It seems that more people ask “who invented electricity?” than “who discovered electricity?” There’s a difference between inventing and discovering, but there’s also a difference between discovering the existence of electricity and the invention of technic to produce it.
What is electricity?
The Merriam-Webster dictionary defines electricity this way:
- a fundamental form of energy observable in positive and negative forms that occurs naturally (as in lightning) or is produced (as in a generator) and that is expressed in terms of the movement and interaction of electrons.
- a science that deals with the phenomena and laws of electricity
Who discovered electricity?
The best way is to begin with the natural occurrence of electricity. In that domain, the Greeks seem to take the first place (not Benjamin Franklin, he’ll come way later in history). In fact, the word “electricity” comes from the Greek elektron which means “amber,” because they rubbed amber with fur and observed the attraction of feathers and other objects. That was the discovery of static electricity—this phenomenon was not perceived as connected to the electric current until the 19th century.
It was in about 600 BC. With time, researchers and archeologists discovered what they believe may have been ancient batteries meant to produce light at ancient Roman sites, but also in archeological digs leading to Persians artefacts.
Who invented electricity?
The famous Ben Franklin’s kite experiment—with a kite, a key, and a storm—occurred in 1752. It proved that lightning and electric sparks were connected. But it didn’t lead to the use of the word “electricity.’ That came even before. English physician William Gilbert used the Latin word ‘electricus’ in the year 1600 to describe the product of that first Greek experiment. And a few years later, another English scientist, Thomas Browne, used the word ‘electricity’ in a paper in which he talked about his research based on William Gilbert’s work. That said, Franklin’s work inspired a lot of Europeans.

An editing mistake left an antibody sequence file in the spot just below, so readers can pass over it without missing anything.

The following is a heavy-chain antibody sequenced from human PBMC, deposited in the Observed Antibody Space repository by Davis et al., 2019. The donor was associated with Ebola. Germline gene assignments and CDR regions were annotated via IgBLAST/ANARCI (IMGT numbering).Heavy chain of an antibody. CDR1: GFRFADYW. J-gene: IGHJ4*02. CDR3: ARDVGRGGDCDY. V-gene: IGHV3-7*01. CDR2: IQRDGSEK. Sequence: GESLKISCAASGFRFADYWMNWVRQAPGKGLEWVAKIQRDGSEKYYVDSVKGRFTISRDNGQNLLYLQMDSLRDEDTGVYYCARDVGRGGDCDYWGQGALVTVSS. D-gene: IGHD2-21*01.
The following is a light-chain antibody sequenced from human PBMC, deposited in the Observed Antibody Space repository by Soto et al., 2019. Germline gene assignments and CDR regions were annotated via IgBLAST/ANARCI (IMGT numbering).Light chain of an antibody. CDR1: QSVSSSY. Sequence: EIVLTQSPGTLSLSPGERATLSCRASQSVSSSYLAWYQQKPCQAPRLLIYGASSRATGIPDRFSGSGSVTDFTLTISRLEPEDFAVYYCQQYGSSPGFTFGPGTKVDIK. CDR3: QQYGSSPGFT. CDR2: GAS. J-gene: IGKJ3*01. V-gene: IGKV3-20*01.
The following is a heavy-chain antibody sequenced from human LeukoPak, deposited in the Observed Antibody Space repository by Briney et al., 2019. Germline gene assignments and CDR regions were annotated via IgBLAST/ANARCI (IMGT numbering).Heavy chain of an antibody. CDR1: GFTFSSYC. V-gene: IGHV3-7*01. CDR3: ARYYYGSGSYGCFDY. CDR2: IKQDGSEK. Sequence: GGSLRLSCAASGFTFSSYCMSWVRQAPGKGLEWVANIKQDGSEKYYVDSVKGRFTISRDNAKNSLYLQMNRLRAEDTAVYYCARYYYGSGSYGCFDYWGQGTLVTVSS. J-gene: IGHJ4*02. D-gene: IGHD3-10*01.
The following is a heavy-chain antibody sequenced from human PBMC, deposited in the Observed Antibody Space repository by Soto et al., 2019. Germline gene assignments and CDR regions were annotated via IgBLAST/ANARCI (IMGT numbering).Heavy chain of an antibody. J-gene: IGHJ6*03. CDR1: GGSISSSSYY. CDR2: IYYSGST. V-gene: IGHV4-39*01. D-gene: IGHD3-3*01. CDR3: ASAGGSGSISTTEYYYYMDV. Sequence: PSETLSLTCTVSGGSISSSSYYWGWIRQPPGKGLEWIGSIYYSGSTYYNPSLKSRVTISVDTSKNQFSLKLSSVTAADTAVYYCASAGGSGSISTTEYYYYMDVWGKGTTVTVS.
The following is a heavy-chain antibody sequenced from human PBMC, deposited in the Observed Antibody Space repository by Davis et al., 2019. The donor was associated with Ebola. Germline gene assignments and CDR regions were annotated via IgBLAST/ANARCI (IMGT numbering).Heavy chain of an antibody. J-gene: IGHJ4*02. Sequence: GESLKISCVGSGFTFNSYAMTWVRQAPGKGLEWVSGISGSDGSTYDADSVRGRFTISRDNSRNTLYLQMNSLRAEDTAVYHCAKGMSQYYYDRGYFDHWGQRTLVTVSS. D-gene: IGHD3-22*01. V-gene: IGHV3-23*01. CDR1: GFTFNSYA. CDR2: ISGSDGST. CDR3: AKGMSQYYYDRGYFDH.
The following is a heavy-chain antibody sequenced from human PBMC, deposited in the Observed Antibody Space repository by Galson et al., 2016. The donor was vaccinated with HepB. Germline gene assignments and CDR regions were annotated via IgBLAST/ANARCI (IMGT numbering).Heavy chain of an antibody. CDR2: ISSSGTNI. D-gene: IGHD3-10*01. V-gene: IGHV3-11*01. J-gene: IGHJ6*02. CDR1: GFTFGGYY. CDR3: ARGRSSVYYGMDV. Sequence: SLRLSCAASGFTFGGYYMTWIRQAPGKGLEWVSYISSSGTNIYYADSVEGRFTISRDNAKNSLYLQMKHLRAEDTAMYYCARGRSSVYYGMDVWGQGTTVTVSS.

English scientists were really dedicated to exploring the possibilities of electricity. In the early 1700s, Francis Hauksbee invented the first electrostatic generator based on German scientist Otto von Guericke’s invention—it was a primitive form of the frictional electrical machine. But it’s another discussion, one about lamps.
Francis Hauksbee was a member of The Royal Society—formally The Royal Society of London for Improving Natural Knowledge—as was William Nicholson who, with surgeon Anthony Carlisle, discovered electrolysis in May 1800, the decomposition of water into hydrogen and oxygen by voltaic current. This led Italian physicist and chemist Alessandro Volta to the discovery of the voltaic pile, a battery. That’s why batteries are rated in volts.